Yangon, also known as Rangoon, is the largest city in Myanmar. It was also the capital city until 2006. The city is by a river called Hlaing River, and is close to the sea. Yangon has more than 4 million people living there.
Yangon was founded as Dagon in the 6th century AD by the Mons, who ruled Lower Burma at that time. Dagon was a small fishing village centered about the Shwedagon Pagoda. In 1755, King Alaungpaya conquered Dagon and renamed it "Yangon". The British captured Yangon during the First Anglo-Burmese War (1824–26) but returned it to Burma after the war. The city was destroyed by a fire in 1841.
The British took Yangon and all of Lower Burma in the Second Anglo-Burmese War of 1852, and then changed Yangon into the most important city of British Burma. The British constructed a new city on a grid plan on delta land. It was bound to the east by the Pazundaung Creek and to the south and west by the Yangon River. Yangon became the capital of all British Burma after the British had captured Upper Burma in the Third Anglo-Burmese War of 1885. By the 1890s Yangon's increasing population and commerce gave birth to prosperous residential suburbs to the north of Royal Lake (Kandawgyi) and Inya Lake. The British also established hospitals including Rangoon General Hospital and colleges including Rangoon University. Colonial Yangon, with its spacious parks and lakes and mix of modern buildings and traditional wooden architecture, was known as "the garden city of the East." By the early 20th century, Yangon had public services and infrastructure on par with London.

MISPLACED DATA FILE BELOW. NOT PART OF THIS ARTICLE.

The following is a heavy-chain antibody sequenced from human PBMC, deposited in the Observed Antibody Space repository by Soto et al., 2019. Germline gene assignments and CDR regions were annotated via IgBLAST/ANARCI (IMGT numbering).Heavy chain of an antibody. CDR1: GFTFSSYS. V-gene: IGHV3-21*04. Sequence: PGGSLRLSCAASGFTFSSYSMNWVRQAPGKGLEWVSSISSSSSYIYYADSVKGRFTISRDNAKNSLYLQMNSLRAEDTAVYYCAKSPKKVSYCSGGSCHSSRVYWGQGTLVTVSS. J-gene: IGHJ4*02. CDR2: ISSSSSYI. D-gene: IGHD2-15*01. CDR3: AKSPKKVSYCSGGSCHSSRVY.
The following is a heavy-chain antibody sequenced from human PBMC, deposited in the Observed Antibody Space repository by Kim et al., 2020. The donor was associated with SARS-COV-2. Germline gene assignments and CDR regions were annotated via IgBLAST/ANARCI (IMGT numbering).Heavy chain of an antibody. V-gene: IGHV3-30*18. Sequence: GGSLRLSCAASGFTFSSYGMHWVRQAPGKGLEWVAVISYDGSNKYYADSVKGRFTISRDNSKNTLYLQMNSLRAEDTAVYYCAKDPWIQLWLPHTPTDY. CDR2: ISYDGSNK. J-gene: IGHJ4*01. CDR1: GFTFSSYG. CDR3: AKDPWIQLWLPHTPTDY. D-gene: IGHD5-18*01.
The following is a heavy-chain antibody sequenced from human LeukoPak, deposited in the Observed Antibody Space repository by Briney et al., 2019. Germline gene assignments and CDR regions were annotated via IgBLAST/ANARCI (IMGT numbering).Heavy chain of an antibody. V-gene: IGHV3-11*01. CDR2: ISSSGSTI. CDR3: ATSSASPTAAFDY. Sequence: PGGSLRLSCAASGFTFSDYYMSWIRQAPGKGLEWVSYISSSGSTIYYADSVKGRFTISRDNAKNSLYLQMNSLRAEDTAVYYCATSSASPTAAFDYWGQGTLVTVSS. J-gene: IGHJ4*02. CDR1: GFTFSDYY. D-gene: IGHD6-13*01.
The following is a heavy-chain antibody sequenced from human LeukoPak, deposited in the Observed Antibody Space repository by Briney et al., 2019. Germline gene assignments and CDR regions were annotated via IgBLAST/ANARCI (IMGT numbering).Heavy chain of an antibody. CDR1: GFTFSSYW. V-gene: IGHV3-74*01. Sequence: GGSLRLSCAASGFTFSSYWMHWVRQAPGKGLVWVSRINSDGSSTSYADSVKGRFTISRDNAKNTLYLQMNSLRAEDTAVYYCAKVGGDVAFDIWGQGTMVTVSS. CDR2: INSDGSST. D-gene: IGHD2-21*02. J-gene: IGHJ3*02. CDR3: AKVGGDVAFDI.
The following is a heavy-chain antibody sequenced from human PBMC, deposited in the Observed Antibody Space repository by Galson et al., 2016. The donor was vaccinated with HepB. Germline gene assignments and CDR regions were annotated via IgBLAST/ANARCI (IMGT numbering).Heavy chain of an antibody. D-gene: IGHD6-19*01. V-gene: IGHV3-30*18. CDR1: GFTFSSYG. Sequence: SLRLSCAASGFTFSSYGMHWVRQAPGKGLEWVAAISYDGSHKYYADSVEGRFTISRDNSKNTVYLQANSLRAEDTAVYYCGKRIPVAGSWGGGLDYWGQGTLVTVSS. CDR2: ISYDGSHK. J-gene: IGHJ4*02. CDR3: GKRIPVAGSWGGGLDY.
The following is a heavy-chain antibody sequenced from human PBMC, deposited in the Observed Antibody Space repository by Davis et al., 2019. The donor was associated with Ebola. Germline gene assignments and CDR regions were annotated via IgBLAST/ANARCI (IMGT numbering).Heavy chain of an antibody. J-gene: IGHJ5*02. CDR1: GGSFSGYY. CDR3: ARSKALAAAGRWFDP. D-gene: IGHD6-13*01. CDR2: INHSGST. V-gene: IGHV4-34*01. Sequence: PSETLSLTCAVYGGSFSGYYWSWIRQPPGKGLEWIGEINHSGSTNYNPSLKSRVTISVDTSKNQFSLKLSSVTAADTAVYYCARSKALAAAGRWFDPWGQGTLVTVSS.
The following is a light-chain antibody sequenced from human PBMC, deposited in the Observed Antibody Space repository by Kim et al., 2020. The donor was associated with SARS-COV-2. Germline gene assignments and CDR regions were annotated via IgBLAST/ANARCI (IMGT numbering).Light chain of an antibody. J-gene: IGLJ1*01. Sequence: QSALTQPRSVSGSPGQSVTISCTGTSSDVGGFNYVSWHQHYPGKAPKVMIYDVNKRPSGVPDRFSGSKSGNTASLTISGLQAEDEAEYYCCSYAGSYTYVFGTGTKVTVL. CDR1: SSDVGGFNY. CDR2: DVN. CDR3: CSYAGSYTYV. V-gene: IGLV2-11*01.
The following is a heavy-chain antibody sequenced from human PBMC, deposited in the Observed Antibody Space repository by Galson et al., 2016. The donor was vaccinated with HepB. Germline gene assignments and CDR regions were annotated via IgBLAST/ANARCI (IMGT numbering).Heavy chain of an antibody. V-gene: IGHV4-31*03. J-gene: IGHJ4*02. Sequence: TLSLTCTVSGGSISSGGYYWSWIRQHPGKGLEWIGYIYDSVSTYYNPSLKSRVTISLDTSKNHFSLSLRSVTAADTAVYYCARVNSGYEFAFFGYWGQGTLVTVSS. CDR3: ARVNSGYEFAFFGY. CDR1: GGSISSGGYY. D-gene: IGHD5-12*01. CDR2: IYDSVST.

Before World War II, about 55% of Yangon's population of 500,000 was Indian or South Asian, and only about a third was Bamar (Burman). Karens, the Chinese, the Anglo-Burmese and others made up the rest.
After World War I, Yangon became the center of Burmese independence movement. The leftist Rangoon University students led the way. Three nationwide strikes against the British Empire in 1920, 1936 and 1938 began in Yangon. Yangon was under Japan's occupation (1942–45), and was heavily damaged during World War II. Yangon became the capital of Union of Burma on 4 January 1948 when the country regained independence from the British Empire.
- Kyaw Kyaw (2006). Frauke Krass, Hartmut Gaese, Mi Mi Kyi. ed. Megacity yangon: transformation processes and modern developments. Berlin: Lit Verlag. p. 333-334. ISBN 3-8258-0042-3.
- Yangon Summary Review and Analysis
- Falconer, John et al. (2001). Burmese Design & Architecture. Hong Kong: Periplus. ISBN 9-6259-3882-6.
- Tin Maung Maung Than (1993). Indian Communities in Southeast Asia. Institute of Southeast Asian Studies. pp. 585–587. ISBN 9812304185, 9789812304186.